In this manner, complexes of a transition metal, such as Rh(I), of 1-3 in η1 and η2 forms could be optimised using a mix (such as Gaussian keyword GEN PSEUDO=READ) of the necessarily larger basis set LANL2DZ for Rh and 6-31G* for C, P, H. The corresponding ligand optimisation would act as input, whilst varying the only the bond angles on the phosphorus centre to accommodate the metal atom. As transition metals lie outside the parametrisation of AM1, this would be obtained for B3LYP and HF only. Spectroscopic calculations based on these coordinated ligands would form an effective comparison with the present study into the free ligands.

It is clear that neglect of perturbations, such as intermolecular interactions, may give rise to systematic theoretical errors. Moreover, the inaccuracy in 31P chemical shifts from the use of ideal gas H3PO4, instead of aqueous solution phase, as a reference is estimated to be 2-5 ppm by comparison with experimental conditions [15]. However this is less than the difference in spread of the corresponding 31P experimental and calculated shieldings, >8 ppm, for the three molecules 1-3 and thus not the predominant source of 31P NMR error in this study. Alternatively, a better-characterised secondary reference such as H-CºP could have been specified, though this would have superimposed any inaccuracy of the triple bond description (as opposed to that of a more common phosphate group) onto all other compounds treated with the same method [6].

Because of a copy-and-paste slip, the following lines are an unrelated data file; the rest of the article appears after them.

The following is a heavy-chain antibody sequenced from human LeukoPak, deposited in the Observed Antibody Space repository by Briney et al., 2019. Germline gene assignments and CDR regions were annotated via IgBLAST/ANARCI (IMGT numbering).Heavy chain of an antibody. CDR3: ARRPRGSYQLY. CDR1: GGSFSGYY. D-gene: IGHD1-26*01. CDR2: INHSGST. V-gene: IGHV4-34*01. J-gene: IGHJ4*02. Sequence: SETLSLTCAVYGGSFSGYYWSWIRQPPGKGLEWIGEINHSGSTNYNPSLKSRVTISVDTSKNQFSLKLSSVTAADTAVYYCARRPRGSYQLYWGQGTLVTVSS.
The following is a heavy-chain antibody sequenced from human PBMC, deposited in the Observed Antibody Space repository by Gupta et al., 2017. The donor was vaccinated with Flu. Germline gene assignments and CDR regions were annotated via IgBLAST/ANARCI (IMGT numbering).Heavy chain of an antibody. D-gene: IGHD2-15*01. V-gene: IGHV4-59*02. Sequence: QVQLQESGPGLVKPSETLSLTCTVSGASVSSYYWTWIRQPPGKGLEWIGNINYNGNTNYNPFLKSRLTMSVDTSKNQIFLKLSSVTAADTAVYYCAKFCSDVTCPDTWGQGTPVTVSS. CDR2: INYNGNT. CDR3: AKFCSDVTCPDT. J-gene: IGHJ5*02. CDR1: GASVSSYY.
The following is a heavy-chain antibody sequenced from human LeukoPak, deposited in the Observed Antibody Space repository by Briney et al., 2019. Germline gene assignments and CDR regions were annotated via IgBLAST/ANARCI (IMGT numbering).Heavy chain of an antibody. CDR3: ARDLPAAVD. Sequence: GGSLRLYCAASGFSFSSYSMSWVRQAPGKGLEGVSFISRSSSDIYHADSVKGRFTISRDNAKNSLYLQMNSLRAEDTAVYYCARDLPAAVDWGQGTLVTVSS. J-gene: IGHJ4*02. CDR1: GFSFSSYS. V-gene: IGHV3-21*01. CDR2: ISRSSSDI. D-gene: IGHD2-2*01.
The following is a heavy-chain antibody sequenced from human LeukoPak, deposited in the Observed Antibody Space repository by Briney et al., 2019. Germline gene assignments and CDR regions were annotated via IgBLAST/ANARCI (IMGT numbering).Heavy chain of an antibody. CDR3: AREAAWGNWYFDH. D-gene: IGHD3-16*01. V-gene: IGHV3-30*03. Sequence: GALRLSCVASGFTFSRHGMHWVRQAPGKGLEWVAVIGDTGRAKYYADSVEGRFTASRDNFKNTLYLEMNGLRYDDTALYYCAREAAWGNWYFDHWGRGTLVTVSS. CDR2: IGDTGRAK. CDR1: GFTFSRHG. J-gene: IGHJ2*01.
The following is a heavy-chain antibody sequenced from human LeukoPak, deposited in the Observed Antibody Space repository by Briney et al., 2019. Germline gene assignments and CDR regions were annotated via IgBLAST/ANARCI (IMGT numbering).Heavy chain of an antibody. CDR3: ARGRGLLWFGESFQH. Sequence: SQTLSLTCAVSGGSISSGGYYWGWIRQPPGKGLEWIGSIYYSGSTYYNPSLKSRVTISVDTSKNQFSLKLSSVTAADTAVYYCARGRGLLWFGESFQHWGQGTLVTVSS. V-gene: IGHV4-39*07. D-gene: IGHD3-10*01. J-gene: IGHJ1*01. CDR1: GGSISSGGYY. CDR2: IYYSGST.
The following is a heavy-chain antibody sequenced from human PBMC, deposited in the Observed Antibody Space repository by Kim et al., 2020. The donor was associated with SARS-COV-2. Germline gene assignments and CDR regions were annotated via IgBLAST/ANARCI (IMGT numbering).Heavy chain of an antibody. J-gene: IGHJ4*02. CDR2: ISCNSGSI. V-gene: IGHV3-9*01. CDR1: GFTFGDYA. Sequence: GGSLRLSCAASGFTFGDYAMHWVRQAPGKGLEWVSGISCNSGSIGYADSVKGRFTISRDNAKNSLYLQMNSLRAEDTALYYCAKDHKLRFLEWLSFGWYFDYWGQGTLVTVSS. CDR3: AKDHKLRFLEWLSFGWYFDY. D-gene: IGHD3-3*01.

Notably, the small data sets (Table 2) strongly limit the statistical precision of the results - this also restricts the generality of the trends that can be drawn to only those organophosphorus compounds very similar in their chemical functionality to 1-3. However, it can be said that the trends are likely to extend to larger such compounds, which are perhaps more stable (for example longer-chain or conjugated species) and thus more widely useful, in spite of their poorer computational accessibility.

Conclusions

Of all the methods used, the standard B3LYP/6-31G* clearly gives the most accurate geometric and spectroscopic data, reflecting its small exchange correlation errors and use of a moderately large basis set. In a similar manner to B3LYP, Hartree-Fock theory was also found to have satisfactory correlation for all geometric and spectroscopic experimental values, on the condition that a large basis was used. It is recommended for species where self-interaction may become problematic for density functional methods. Despite 1-3 only incorporating main block elements, use of AM1, which was developed with more common organic molecules, showed poor, inconsistent results. Though AM1 geometric optimisation appeared to provide occasional correction to NMR chemical shifts, the only use of AM1 that can be consistently encouraged for unsaturated organophosphorus compounds is to calculate the relative IR activities of normal modes, as this could aid future interpretation of experimental IR spectra. Rotation of methyl dihedral angles by 180o from the most stable conformers (staggered in 2, eclipsed for 3) showed mixed alterations to the spectroscopic calculations, notably improvement of AM1 IR spectral profiles for 2 and more accurate 13C NMR shifts in 3.

Further topics for study include the relationship of the above trivalent compounds, particularly 2, to their pentavalent equivalents such as the famous Wittig reagents which have become essential to olefin chemistry [12]. Oligomerisation studies from multiple CP and PP bonding will be necessary to probe the range of possible catalysts. This study into the geometric and spectroscopic properties of 1-3 should offer some footing and predictive power to future research into the unsaturated organophosphorus compounds, and clear direction for computational analysis of their transition metal complexes has been given.